Anniversary Lectures, 1959: These lectures include “Robert Burns, 1759,” by Robert Hillyer; “Edgar Allan Poe, 1809,” by Richard Wilbur; and Alfred Edward Housman, 1859 ,” by Cleanth Brooks.


Carl Sandburg: With a Bibliography of Sandburg Materials in the Collections of the Library of Congress is a lecture on the life and works of Sandburg presented in the Library of Congress on January 8, 1968 by Mark Van Doren. It includes a poem about Sandburg—”Where a Poet’s From,” by Archibald MacLeish—and a bibliography of works by Sandburg in the Library of Congress.


Wallace Stevens: The Poetry of Earth is a  lecture by A. Walton Litz that locates the essence of the poetry of Wallace Stevens in a constant struggle to depict the inner, personal world of pure imagination while remaining faithful to the external world of objective facts.


Walt Whitman: Man, Poet, Philosopher: These three lectures were delivered at the Library of Congress by Gay Wilson Allen, Mark Van Doren, and David Daiches on January 10, 17, and 25, 1955, to celebrate the 100th anniversary of the first edition of Whitman’s poetry collection Leaves of Grass


State University Publications

State universities are government institutions and frequently publish poetry either in the form of books issued by their university presses, or through a literary journal that publishes poems by students or by professional poets.


100 Love Sonnets / Cien sonetos de amor is a classic collection of poems by Pablo Neruda translated by Stephen Tapscott and published in a beautifully designed volume by University of North Texas Press with the original Spanish poems and the English translations appearing side by side on facing pages.


The Green Fuse, named after a Dylan Thomas poem, was a literary journal published by North Texas State University from 1971 to 1990 (in 1988 the NTSU was renamed the University of North Texas). This annual print publication showcased art, poetry, and prose created by NTSU/UNT students. In 1977, according to a letter by alumnus Douglas Ray published in The North Texan, the journal was almost not published because of a lack of funds, but enough funds were raised privately to publish a limited edition entitled Shadow of the Green Fuse. The following year a major effort was made to secure funding from the Student Service Fund, and in the spring of 1978 publication of The Green Fuse was renewed. In 1990 the journal was continued under the new title North Texas Review.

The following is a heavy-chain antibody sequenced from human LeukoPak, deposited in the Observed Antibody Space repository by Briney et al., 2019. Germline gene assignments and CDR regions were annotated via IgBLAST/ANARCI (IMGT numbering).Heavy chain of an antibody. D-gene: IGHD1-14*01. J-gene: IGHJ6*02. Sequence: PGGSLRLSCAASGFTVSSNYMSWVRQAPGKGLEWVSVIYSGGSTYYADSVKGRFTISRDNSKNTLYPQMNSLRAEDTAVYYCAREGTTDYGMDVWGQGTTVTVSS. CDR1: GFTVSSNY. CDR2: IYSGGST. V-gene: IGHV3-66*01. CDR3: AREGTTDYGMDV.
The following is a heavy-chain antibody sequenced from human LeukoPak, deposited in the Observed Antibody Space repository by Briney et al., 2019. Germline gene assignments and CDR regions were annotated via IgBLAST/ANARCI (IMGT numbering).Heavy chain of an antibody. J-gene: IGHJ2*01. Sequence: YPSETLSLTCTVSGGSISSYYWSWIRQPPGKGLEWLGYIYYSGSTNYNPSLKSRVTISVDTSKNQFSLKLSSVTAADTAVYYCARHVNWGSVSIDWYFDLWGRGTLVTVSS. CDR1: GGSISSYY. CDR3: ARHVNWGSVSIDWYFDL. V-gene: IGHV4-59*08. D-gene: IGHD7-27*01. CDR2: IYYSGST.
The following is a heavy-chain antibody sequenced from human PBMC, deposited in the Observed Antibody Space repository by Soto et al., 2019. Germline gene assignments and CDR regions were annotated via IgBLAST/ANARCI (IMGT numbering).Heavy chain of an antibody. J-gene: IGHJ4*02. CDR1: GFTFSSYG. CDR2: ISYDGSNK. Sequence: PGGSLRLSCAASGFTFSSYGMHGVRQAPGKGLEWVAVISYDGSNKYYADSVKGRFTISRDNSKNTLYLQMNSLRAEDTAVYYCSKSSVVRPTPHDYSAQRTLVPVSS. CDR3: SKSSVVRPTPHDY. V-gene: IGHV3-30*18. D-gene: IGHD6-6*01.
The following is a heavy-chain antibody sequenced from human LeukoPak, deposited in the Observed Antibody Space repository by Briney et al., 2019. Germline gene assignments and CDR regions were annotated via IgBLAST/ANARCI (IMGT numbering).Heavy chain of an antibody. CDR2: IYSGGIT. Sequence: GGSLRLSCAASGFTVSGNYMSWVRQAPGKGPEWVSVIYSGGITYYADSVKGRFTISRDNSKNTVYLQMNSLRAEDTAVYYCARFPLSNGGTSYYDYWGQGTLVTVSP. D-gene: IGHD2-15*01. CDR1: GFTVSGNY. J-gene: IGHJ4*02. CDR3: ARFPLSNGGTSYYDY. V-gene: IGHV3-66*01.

The Texas Review is a literary review showcasing fiction, poetry, creative nonfiction, short plays, and comics/art. The Texas Review partners with Texas Review Press (the University Press of Sam Houston State University) and Sam Houston State University’s MFA in Creative Writing, Editing, and Publishing to publish two issues per year. 


Poetry as History

Ever since ancient times, poetry has been used as a popular medium for vividly conveying personal experiences of wars, social upheavals, and other major historical events.


The Battle Line of Democracy: Prose and Poetry of the World War is an anthology of patriotic poetry and prose compiled during World War I for the edification and inspiration of American children and published by the U.S. Committee on Public Information. The Committee on Public Information was the first large-scale propaganda agency of the U.S. federal government, established in 1917 to raise public support for the war effort.